Solène Ballesta grew up in Versailles, on the outskirts of Paris. Maybe we would expect Ballesta, a photographer, to stay in one of the most photographable towns in the world, but she had always wanted to go abroad. After spending seven years in Paris art schools, the city having provided much nourishment and ease as an artist, she came to Tokyo.
She started making VHS videos with her brother when she was young. At 14 or 15, she started taking self-portraits in nature settings – “a very teenage feeling.” Her current photos, despite the pristine theater she creates in them, despite their meticulous staging, and the “professional” look that naturally follows, still seem to bear the traces of youthful experimentation.
But what constitutes this “youthful” quality? Perhaps it is how she does not avoid artificiality or even excess; or it is the clarity of the symbolism; or the subdued, tongue-in-cheek humor of these symbols; or simply the width of her imagination. When I chatted with her, simple questions (“How did you get started in photography?”) gave way to colorful discussions about the internet, censorship, modesty, cinema, art history. She is bubbling with opinions about creativity and culture in this age.
While Paris art museums are free, the artistic circle is tight and Ballesta’s network was well-established there, the art world proved to be too limited, as did the physical city.
“What I love about Tokyo is that it’s huge, it’s infinite, and I feel everything is possible here,” she muses. “I want to view the most hyperactive places on earth because…it totally matches my rhythm, these super-speed, intense cities.”
She is close to many of her models, and perked up as she talks about having creative harmony with them – about how, when giving them creative direction, they can often sense the next move. When her compositions rely so much on bodies and their contortion, a level of intimacy between artist and muse is necessary. That is why she often models in her own photos. Self-portraiture – if you can call it so, as Ballesta seems to play various characters in her pictures – allows for total, directorial control of the image. The most bizarre scenarios can be performed: a phallic sushi roll situation, the exchange of an octopus tentacle between two mouths, snow acting as calligraphic canvas.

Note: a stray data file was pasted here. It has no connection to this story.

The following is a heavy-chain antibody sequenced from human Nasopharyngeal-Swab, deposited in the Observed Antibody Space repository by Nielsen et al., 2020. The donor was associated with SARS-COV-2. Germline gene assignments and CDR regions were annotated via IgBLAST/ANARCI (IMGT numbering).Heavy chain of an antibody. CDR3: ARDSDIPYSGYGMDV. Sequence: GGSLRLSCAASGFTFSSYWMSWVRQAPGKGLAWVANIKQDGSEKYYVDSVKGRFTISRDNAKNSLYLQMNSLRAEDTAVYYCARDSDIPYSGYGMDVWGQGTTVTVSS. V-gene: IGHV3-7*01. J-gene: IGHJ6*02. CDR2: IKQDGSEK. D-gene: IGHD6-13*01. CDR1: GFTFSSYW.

Ballesta shows an openness towards the career and distribution side of her photography analogous to the unbridled imagination of its content. While she recognizes how social media platforms like Instagram can come to produce identity issues in the burgeoning artist, she argues they have incredible utility as an inspiration stream. Having grown up when social media too was in its infancy, when she was younger the only moodboard fodder (that she could keep and refer to) came in art books of famous photographers. But now the work of endless young and up-and-coming creators is at her fingertips. The artist “circle” does not exist in the age of SNS; it is now more of an amorphous web of image-makers, where communication barriers of geographical distance cease to exist.
She emphasizes the necessity of social media for the artist in getting jobs and contacts and, of course, doing outreach. Its value, however, is not limited to its marketing power. It is also a record of the visual tastes of an age or area. While it is important to distinguish yourself from other artists on your feed, it is also useful, especially as a creator from abroad, to familiarize yourself with local artists’ work. She says, “This [art shared on social media] is our area aesthetic. It’s part of art history, this Instagram feed. So if you want to get into your area…it’s kind of great to [identify] yourself with these images as well.”
This got us to talking about nudity and erotica. I brought up the Japanese photographer Nobuyoshi Araki, thinking about his beautiful, disheveled, carnal models. While Ballesta says she is different from Araki, she admires how he destigmatized nudity and eroticism in ways, showing that nudes can be funny, aesthetically beautiful, fantastical, morbid. She aims for this kind of ambiguity in her pictures, too, where viewers must ask if the scene is real or a performance.
Ballesta says, “I think I’m focusing my nude works into tenderness, softness, but not something cheesy – something still very strong-willed and sexual as well… I want to explore this part of eroticism that belongs to human love and affection. And staging it, but making it look like snapshots, is also something I love. Photography is really great because you can be at the border of fiction and reality… I also love to use photography as a pure theater.”
Witnessing intimacy in a photograph, she continues, is what makes the erotic so fascinating. She wants to provoke a feeling in her viewers, of, “Should I be seeing this? Has she gone too far?”
The words pour out of her and they rarely betray any hesitation or ambivalence, even when she speaks of the future. After travel and life free up, she plans to move to Shanghai. Doubtless, the city has no dearth of material for Ballesta’s semi-fantastical photographic theater.
This article was published in the Sep-Oct 2021 issue of Tokyo Weekender. To flip through the issue, click the image below.